ATTACh, the national trade organization of Attachment Therapists, provides Lake Counseling Center’s protocol on their website. While their holding sessions are described as “voluntary” and a “safe environment in which the participants are encouraged to engage one another in the appropriate expression of fear, anger, grief and joy,” two staff are used as “an additional measure of safety” during “holding interventions.”
ACT recommends that physicians who receive a request for such a physical prior to Holding Therapy should contact child protective services.
Capital Murder Case in Pennsylvania
Nathaniel Michael Craver, 7, and his sister Elizabeth, were adopted from Russia in 2003 by Michael and Nanette Craver. Nathaniel died August 25, 2009, from complications from traumatic brain injury coupled with a “severe failure to thrive.” The emaciated child had some 80 wounds to his body, 20 of which were to his head.
The parents currently face capital murder charges but claim that because Michael suffered from “Reactive Attachment Disorder” he was self-injurious and was responsible for his own death. They are asking that the charges against them be dropped. This case has attracted much international interest, especially from Russia.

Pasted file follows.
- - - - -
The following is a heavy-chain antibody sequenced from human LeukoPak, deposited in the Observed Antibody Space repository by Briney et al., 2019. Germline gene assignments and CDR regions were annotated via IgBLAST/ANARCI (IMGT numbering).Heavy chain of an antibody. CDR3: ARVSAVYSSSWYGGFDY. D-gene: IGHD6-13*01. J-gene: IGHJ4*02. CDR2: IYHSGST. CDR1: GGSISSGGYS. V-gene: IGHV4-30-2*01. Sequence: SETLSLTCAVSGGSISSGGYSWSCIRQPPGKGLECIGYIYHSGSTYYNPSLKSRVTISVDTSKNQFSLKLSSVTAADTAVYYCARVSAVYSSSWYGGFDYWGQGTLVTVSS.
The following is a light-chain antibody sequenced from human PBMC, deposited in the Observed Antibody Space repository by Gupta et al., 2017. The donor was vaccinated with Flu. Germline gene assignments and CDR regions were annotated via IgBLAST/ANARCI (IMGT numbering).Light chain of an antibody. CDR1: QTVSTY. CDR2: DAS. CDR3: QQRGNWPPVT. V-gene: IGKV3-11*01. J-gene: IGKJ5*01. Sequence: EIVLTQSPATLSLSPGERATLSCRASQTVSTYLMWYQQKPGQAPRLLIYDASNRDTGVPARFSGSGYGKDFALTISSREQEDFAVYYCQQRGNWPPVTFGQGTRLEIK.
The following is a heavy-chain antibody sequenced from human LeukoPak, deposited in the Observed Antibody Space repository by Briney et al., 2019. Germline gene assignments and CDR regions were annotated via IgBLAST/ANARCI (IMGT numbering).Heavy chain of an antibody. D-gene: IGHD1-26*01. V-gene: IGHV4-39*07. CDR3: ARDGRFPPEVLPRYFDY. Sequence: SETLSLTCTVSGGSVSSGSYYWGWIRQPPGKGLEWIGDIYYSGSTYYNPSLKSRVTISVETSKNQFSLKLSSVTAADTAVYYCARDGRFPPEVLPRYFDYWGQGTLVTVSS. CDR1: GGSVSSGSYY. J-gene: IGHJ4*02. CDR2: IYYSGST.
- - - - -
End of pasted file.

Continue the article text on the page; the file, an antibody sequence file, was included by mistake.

Psychologist and Attachment Therapist Ronald S. Federici has commented to the press regarding the Craver case that institutionalized orphans can be severely self-injurious, claiming to have been familiar with a case where such a child chewed off his hand. (See commentary regarding this claim on Child Myths blog.)
For more information, see Craver case.
Beware of Other People Posing as “Advocates for Children in Therapy”
We are the One and Only ACT — Since 2002
Some deceptive blogs have started appearing claiming to be by the “true” Advocates for Children in Therapy (ACT), along with pretended links to “childrenintherapy” “advocatesforchildrenintherapy” (using “.com” addresses, whereas our actual web addresses are “.org”). These pretender links actually take the unwary to advertisements or websites promoting the services of Attachment Therapist Ronald Federici.
Federici has also been targeting two other independent websites for harassment. One has a webpage which has been critical of the type of prone restraint that his writings promote. The other is a blog for and by survivors of Attachment Therapy/Parenting called “Search for Survivors.”